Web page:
It's Athens 2004 time. I've found it really hard to get enthusiastic about these Olympics. I think that four years is too frequent a cycle, and the experience locally of Sydney 2000 is personally a bit hard to top. But it's hard to take the Olympic Spirit seriously any more.
For me, the defining moment of the demise of the Olympic Spirit in this country was the Craig Stevens/Ian Thorpe episode. In brief, Thorpe failed to qualify for the 400m freestyle at the Games, after he slipped off the starting blocks in his qualifying heat of the Australian selection trials. Stevens (no, not him) qualified in what normally would have been Thorpe's place.
Australia was, according to the tabloid media, split down the middle over whether Stevens should have given up his place to Thorpe or not. Weeks later, he did - by way of making an exclusive announcement on Channel Seven's "Today Tonight". The decision was delayed while his managers negotiated a suitable price for his announcement.
See reports in the Sun-Herald the day before the announcement, and in the Sydney Morning Herald the day after. A transcript of Stevens' interview with Today Tonight appears on Telstra's Australian Swimming website.
There are many cases of athletes lodging appeals or seeking injunctions after missing selection for their national squads. So much money riding on their appearance at the Games... And then there's those jealously guarded broadcast rights.
Webcasting is verboten, in order to protect the TV rights holders. Even use of footage on the news is absurdly restricted. The 3x3 rule permits non-rights holding television networks to screen three minutes of Olympic highlights per day, three times (for example, on the breakfast news, the evening news and the late news). See Crikey's take on this.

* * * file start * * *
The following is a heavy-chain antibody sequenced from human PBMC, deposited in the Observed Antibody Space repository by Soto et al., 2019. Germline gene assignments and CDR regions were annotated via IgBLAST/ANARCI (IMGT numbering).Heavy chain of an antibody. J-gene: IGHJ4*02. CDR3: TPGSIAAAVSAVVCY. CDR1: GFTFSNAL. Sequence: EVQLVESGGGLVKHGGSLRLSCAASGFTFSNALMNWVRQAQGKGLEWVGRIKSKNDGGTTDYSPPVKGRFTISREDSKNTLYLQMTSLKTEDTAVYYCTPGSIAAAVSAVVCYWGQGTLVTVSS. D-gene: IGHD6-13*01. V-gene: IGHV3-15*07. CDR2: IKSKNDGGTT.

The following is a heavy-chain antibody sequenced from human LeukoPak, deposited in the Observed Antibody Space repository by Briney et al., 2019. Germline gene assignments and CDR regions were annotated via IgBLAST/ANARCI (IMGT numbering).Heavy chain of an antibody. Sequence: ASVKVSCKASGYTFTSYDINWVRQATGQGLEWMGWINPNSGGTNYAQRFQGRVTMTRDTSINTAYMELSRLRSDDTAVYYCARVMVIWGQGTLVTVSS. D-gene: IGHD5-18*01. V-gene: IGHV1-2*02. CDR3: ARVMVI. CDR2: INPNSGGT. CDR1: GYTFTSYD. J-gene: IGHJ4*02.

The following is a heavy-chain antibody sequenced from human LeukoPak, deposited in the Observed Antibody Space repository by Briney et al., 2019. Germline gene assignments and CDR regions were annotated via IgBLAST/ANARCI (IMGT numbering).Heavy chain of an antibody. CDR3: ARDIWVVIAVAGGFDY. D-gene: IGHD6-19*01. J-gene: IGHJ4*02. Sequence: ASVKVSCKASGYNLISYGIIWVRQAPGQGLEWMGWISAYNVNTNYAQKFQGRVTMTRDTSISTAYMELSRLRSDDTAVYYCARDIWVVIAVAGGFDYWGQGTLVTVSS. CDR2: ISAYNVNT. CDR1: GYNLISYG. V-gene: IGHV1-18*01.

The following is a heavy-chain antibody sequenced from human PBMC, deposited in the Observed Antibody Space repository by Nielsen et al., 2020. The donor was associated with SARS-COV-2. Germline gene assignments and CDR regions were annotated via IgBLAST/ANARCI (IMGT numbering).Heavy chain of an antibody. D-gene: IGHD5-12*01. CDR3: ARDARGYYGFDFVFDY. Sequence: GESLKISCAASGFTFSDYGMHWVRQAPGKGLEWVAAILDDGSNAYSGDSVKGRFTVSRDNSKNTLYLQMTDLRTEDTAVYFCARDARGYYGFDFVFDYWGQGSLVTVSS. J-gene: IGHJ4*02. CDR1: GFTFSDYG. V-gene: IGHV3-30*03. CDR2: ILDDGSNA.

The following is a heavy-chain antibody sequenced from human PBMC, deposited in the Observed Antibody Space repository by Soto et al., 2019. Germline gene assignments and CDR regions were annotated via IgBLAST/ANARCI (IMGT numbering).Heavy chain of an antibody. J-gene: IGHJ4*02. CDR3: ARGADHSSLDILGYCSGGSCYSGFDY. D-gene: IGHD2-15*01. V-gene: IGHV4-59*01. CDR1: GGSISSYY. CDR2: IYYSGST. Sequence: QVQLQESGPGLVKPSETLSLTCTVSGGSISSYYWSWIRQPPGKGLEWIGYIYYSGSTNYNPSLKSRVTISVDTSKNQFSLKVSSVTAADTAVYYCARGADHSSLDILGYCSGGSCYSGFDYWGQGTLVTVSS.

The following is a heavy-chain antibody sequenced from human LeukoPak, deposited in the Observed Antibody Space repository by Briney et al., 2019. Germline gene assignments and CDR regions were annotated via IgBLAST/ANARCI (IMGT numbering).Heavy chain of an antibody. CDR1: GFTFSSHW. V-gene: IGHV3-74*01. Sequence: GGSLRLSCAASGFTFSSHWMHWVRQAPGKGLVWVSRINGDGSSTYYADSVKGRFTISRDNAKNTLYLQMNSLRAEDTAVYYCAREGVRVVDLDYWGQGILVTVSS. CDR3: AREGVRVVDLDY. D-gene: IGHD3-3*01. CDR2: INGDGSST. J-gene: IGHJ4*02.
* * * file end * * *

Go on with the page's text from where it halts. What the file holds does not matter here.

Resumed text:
The ideals have been blown to smithereens over the past couple of decades, and in any case the value of an Olympic title has been devalued by the prevalence of World Championships, World Cups, Champions Trophies and other major events in each sport every year or two.
Even the concept of an "olympiad" was blown out of kilter when the Winter Olympics were shifted to the alternate even-numbered year.
I intend to be posting regularly throughout the Athens Games. For the first time since 1992, I won't be watching the Opening Ceremony live (and probably not on replay), and I frankly couldn't care less about the nationalistic hype that we will have to cop in Australia over the next couple of weeks. The ignominy of Montreal 1976, when Australia failed to win a single gold medal, is long since past...
Next in this series: Which athletes, sports and countries I will be tracking at Athens 2004.
Earlier editions of Ring Around The Olympics: